Then there’s the matter of reducing the corporate tax rate. To what? There’s the statutory rate, which Republicans are fond of citing, and then there’s what taxes cost the corporations — or, the effective tax rate.  The GAO reported the effective tax rate for U.S. corporations at 12.6%.  [CNN]  Of course, the GOP response is “ya’shouldn’t hafta get a lawyer to figure out your taxes,” but that’s precisely what major corporations DO. And, they do it with a raft load of tax attorneys.  It doesn’t seem too far out of line to suggest that if the statutory rate were to be reduced to X%, the rafts of tax attorneys would be hard at work seeing how the liability might be reduced to X-Y%.

And while we’re on the subject of complicated tax codes — it does appear a bit unseemly to have the self same initiators and  protectors of tax break loopholes for corporations advance arguments that the tax code is “broken” because it is so complicated.  This would be a good time to click on over to Jon Stewart’s classic rant on tax avoiding corporations, “The Inversions of the Body Snatchers.”

However, speaking of tax breaks for corporations which bring jobs back to American shores… We aren’t going to see those because the Republicans in the U.S. Senate are successfully filibustering S. 2569, and kept their filibuster going in a vote on July 30, 2014 at 10:50 AM. The cloture motion failed on a 54-42 vote, with Senator Dean Heller (R-NV) voting along with Senate Minority Leader Mitch McConnell (R-KY) to further stall the Bring the Jobs Back Bill.

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Filed under Economy, Heller, Nevada politics, Politics

They’re Back: Banks, SLABS, and the Opponents of Dodd Frank

bankerThere are several reasons the Banker’s Boys in the U.S. Congress would like to rip the guts out of the Dodd Frank Act.  There’s a reason they fought the creation of the Consumer Finance Protection Bureau, and more reasons why the 113th Congress has tried to grab control of the agency, strip the agency of funding, or otherwise make the Bureau a hollow shell of protective camouflage for the bankers.  Here’s one of those reasons:  The Securitization of Student Debt.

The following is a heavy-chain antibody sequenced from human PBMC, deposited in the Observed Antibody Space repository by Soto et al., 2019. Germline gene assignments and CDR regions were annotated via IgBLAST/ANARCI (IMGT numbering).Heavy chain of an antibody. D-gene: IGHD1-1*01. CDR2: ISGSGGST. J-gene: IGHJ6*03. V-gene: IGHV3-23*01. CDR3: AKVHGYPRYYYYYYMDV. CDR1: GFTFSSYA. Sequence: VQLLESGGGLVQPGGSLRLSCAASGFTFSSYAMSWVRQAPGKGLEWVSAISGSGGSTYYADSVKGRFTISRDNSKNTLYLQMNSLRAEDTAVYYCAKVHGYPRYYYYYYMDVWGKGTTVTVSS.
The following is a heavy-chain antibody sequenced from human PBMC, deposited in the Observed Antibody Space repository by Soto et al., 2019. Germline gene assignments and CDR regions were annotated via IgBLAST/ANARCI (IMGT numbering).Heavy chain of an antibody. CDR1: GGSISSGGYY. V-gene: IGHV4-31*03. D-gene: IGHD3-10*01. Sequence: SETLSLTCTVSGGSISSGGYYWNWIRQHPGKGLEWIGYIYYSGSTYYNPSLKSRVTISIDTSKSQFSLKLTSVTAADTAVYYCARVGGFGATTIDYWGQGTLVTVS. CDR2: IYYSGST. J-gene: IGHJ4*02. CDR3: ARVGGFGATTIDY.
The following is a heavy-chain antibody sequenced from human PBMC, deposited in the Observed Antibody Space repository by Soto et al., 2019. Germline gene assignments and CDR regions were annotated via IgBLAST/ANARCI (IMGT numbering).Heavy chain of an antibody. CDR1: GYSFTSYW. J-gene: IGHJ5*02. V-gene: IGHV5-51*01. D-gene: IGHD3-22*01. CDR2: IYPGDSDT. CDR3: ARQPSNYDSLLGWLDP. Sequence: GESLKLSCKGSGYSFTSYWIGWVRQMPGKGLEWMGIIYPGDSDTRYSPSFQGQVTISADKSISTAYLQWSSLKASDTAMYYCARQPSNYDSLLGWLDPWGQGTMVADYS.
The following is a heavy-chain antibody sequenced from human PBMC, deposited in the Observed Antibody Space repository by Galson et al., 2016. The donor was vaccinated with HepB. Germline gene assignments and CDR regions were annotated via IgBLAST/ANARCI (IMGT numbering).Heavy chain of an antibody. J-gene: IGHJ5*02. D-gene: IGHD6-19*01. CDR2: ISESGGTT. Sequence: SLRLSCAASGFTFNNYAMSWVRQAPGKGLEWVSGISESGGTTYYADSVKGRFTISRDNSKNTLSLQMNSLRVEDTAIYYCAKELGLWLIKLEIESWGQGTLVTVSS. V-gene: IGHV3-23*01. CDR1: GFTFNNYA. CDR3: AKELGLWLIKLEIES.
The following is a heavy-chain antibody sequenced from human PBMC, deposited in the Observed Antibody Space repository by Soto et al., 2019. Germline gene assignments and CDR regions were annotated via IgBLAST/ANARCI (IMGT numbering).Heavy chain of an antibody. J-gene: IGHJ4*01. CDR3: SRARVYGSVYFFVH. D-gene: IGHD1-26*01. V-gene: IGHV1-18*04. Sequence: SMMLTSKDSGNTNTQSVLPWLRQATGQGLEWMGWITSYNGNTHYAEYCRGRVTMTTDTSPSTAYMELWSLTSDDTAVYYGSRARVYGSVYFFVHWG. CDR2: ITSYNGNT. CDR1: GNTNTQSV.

Flashback: On August 29, 2012 the Consumer Finance Protection Bureau issued a report on student debt. (pdf)  One section of the Executive Summary contained information which ought to have triggered some alarms:

“From 2005–2007, lenders increasingly marketed and disbursed loans directly to students, reducing the involvement of schools in the process; indeed during this period, the percentage of loans to undergraduates made without school involvement or certification of need grew from 18% to over 31%. As a result, many students borrowed more than they needed to finance their education. Additionally, during this period, lenders were more likely to originate loans to borrowers with lower credit scores than they had previously been. These trends made private student loans riskier for consumers.”

Sound familiar? Have some of the tonal qualities of the Subprime Mortgage Debacle? Over-extending credit, to the less credit worthy, placing them at greater risk of default, and doing it during the Great Housing Bubble?

Flashback 2005: Indeed, by 2005 there was a new bit of jargon in the world of fixed income investments — SLABS, or Student Loan Asset Based Securities.  The definitions can be illustrated by this information from one part of the securities industry:

“Student Loan ABS (SLABS) can be appealing to fixed income investors because they offer high credit quality, credit stability, and low spread volatility. SLABS backed by federally reinsured loans command tight spreads, in roughly the same range as deals backed by credit card receivables or auto loans. SLABS backed by other loans (so-called “private” student loans) command somewhat wider spreads, reflecting incrementally greater perceived credit risk.” [Nomura 2005 pdf]